If I ever start thinking my dogs are people, all I need to do is dish up some tripe to be reminded that, oh yeah, dogs are definitely a different species! The smell and look of tripe is repugnant to most people, but it’s glee-inducing to every dog I’ve ever met. Not only do dogs love it, it is also very good for them. This month I’m here to educate you, and entice you to feed your dog some tripe.

Take this opportunity to let your dog try some tripe this month!
tripe_couponMention or show this newsletter at the register and receive 20% off any tripe product we have (coupon good through January 31st).

What is Tripe?

tripeThe beneficial form of tripe is called “green” tripe. It is the stomach of a ruminant animal (cow, deer, buffalo, sheep) that has not been processed or bleached (other than basic cleaning). This is NOT the bleached tripe that is sold as people food (although why any human being would eat it is a mystery to me).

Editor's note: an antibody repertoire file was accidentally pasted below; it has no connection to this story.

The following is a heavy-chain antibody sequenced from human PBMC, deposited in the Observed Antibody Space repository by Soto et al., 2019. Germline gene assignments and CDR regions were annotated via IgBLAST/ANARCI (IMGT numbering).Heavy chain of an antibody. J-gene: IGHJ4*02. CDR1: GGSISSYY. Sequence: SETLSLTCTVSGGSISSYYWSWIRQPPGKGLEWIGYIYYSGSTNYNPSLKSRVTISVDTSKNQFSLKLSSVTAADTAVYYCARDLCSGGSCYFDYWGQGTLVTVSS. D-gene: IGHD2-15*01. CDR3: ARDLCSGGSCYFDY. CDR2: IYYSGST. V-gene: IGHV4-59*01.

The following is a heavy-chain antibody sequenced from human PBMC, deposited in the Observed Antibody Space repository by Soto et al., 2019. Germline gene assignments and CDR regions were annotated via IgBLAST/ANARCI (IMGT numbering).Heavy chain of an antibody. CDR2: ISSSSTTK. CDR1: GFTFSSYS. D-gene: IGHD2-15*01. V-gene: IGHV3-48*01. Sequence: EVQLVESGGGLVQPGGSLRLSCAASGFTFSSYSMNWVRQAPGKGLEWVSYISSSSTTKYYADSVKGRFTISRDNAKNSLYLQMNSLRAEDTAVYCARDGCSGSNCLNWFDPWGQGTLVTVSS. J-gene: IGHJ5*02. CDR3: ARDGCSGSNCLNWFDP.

Benefits of Tripe

  • Healthy skin and shiny coat
  • Bright eyes
  • Alert mind
  • Confident and good-natured temperament (yes, it has even been shown to have beneficial effect on the temperament)
  • Proper growth for puppies
  • Energy and longer active life for senior dogs
  • Cleaner Teeth (especially if fed rough-cut raw tripe)
  • Improved muscle tone
  • Improved digestion
  • Attractive even to finicky dogs
  • Well tolerated by dogs with allergies and sensitivities to other foods (even beef)

Why Use Tripe?

  • Because it naturally contains:
  • Calcium:phosphorus ratio 1:1
  • Linoleic and linolenic fatty acids
  • Taurine and other amino acids
  • Vitamins and minerals
  • Lactobacillus acidophilus (probiotic)
  • Digestive enzymes

Downside of Tripe

There is one downside of tripe: in its raw form, it’s stinky! But, keeping it cold reduces the odor that we have to withstand. Plus, the speed with which the dog consumes it means it’s not sitting around for us to smell for long! In a freeze-dried form, it isn’t that bad.

Ways to Use It

Some people feed their dogs green tripe almost exclusively. I use it as a sort of supplement—add it to a meal a couple times a week—plus I use the freeze-dried form as a high-value treat (if I want to get my dogs to do the nearly-impossible, I offer freeze-dried tripe nuggets as the payoff).

There’s no prescribed amount to feed, and your dog can’t overdose on it. It has calories just like anything else, so be aware that when you add tripe, you should decrease some other ingredient in your dog’s diet.

We carry canned tripe as well as frozen raw and freeze-dried tripe.